At one time or another, most of us have had excess stomach acid, leading to that uncomfortable feeling of indigestion and heartburn. When this happens, often after a splurge on junk food, spicy dishes or other indulgences, we want relief, fast.

Relief often comes in the form of an over-the-counter (OTC) antacid, which works by neutralizing acid. Or, we look to drugs known as H2 blockers and proton pump inhibitors (PPIs) that suppress the acid. Thanks to our zealous use of these medicines, the market for these products has grown to billions of dollars a year.

But if you think popping these remedies on an as-needed basis is as harmless as sucking on an after-dinner mint, think again. There are some serious safety risks linked with these drugs.

First and foremost, it’s critical that you talk to your doctor to figure out if you even need the medication, says Jordan J. Karlitz, MD, assistant professor of medicine in the division of gastroenterology at Tulane University and a member of the American College of Gastroenterology. Simple lifestyle changes can be really effective, he says. He tells patients to lose weight if they are heavy, avoid fatty foods and don't eat their ''trigger'' foods. Coffee and chocolate are two common trigger foods. Spicy foods can produce acid, too.

Your doctor can determine how serious your stomach acid problem is, while also discussing the risks and benefits of antacids, acid blockers or suppressors. Together, you can determine which, if any, heartburn treatment makes sense for you.

How stomach acid goes from good to bad

Stomach acid tends to get a bad rap, but certain amounts of it are critical to keeping us healthy. Stomach acid helps protect us from infection-causing ''bugs'' or microorganisms and it also allows the enzyme that digests protein (one of our main fuel sources) to do its job properly.

However, you can run into trouble when your lower esophageal sphincter (a layer of bundled muscles that sit at the base of the esophagus and function as a valve between the esophagus and stomach) relaxes or weakens. When this happens, stomach acid flows back up in to your esophagus. This can lead to heartburn, gastroesophageal reflux (GER) and gastroesophageal reflux disease (GERD). GERD needs to be treated, or serious complications can occur, such as narrowing of your esophagus and even a pre-cancerous condition called Barrett's esophagus.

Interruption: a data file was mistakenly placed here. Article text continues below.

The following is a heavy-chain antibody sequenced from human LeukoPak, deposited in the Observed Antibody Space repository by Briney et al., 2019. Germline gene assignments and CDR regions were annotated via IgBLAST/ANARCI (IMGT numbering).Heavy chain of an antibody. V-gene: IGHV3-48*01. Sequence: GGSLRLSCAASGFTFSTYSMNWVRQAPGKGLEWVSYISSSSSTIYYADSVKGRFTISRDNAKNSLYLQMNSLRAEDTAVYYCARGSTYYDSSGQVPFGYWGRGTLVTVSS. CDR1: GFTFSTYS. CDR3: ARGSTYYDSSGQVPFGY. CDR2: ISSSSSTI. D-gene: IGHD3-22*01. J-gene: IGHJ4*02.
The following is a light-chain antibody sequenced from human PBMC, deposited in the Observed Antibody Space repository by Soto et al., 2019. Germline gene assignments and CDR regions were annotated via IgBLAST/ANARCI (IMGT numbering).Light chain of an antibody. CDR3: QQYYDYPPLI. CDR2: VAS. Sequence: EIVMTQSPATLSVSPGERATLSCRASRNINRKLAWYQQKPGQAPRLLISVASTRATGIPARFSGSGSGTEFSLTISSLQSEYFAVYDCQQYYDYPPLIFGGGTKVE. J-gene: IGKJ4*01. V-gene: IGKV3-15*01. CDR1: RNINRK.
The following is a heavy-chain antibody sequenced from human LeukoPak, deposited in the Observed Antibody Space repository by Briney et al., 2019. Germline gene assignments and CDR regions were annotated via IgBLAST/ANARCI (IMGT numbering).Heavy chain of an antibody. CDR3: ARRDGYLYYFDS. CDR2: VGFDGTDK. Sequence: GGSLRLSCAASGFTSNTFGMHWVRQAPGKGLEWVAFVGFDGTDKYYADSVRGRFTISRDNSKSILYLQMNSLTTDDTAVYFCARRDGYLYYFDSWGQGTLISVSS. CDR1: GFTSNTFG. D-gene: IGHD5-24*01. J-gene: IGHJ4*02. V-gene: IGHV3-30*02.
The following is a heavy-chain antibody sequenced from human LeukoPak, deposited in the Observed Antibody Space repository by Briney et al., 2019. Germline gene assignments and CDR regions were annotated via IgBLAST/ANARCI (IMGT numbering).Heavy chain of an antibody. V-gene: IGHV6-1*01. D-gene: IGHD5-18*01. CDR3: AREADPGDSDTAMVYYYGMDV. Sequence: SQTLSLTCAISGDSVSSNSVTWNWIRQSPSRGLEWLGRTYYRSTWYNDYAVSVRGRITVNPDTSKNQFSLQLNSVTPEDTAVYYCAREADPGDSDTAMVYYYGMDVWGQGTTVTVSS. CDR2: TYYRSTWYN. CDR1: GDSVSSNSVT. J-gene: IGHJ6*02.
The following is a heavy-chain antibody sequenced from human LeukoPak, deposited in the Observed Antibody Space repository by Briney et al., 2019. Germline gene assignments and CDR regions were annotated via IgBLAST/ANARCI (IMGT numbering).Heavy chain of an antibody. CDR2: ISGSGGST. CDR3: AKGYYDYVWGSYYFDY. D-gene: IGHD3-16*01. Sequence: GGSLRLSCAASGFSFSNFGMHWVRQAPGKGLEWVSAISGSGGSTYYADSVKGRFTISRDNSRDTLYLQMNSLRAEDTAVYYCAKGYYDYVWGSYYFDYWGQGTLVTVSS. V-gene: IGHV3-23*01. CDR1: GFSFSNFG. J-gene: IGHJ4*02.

Weighing your options

Antacids. Mylanta (aluminum/magnesium/simethicone) and Maalox (aluminum/magnesium) are available OTC. Antacids help by neutralizing acid in the stomach. Liquid forms work more quickly, but tablets can be more convenient to use.

Hidden hazard: Antacids can cause diarrhea or constipation. Taking large amount of antacids that include aluminum can make you lose calcium, which is risky for your bone health. 

H2 blockers. Pepcid AC (famotidine); Tagamet (cimetidine); Zantac (ranitidine, others) are another option. Short for histamine 2-receptor blockers, these drugs act on the cells that produce the acid, as well as neutralizing the acid once produced. Some are OTC; stronger doses are by prescription.

Hidden hazard: Depending on the H2 blocker, side effects can include headaches, diarrhea, dizziness or rashes. Side effects, however, are not common. 

PPIs. Nexium (esomeprazole); Prevacid (lansoprazole); and Prilosec (omeprazone). Some are OTC; stronger doses are by prescription. PPIs work by suppressing acid and some research shows they heal the esophagus. 

Hidden hazard: Long-term use of PPIs may cause pneumonia. PPIs make your body less acidic, which allows bacteria to thrive. If these bugs get to your lungs, you can develop pneumonia.

PPIs have also been linked with an infection known as C.diff (Clostridium difficile), a bacterium that can cause life-threatening diarrhea. PPIs can also affect the way you absorb calcium, which is bad news for your bones. B12 levels may be affected by PPIs. B12 is important so you body can make blood cells and maintain a healthy nervous system. 

PPIs in prescription strength may lower your magnesium levels, the Food and Drug Administration warns. Low magnesium can lead to muscle spasms, heart rhythm abnormalities and other problems. 

Despite these risks, Karlitz says, the PPIs tend to work better than the H2 blockers for those who really need them.

Kathleen Doheny is a Los Angeles journalist specializing in health, behavior and fitness topics.